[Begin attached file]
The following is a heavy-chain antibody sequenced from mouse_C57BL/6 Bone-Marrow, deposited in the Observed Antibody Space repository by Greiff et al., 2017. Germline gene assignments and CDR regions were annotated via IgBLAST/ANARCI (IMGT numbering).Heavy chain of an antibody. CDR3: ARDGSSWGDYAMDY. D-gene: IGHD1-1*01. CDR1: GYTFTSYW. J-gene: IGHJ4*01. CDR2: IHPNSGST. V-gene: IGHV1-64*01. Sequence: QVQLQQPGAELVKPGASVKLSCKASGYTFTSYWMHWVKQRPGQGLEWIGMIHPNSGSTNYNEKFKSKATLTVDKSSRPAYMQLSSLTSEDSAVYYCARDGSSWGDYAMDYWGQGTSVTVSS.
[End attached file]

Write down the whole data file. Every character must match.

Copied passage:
The following is a heavy-chain antibody sequenced from mouse_C57BL/6 Bone-Marrow, deposited in the Observed Antibody Space repository by Greiff et al., 2017. Germline gene assignments and CDR regions were annotated via IgBLAST/ANARCI (IMGT numbering).Heavy chain of an antibody. CDR3: ARDGSSWGDYAMDY. D-gene: IGHD1-1*01. CDR1: GYTFTSYW. J-gene: IGHJ4*01. CDR2: IHPNSGST. V-gene: IGHV1-64*01. Sequence: QVQLQQPGAELVKPGASVKLSCKASGYTFTSYWMHWVKQRPGQGLEWIGMIHPNSGSTNYNEKFKSKATLTVDKSSRPAYMQLSSLTSEDSAVYYCARDGSSWGDYAMDYWGQGTSVTVSS.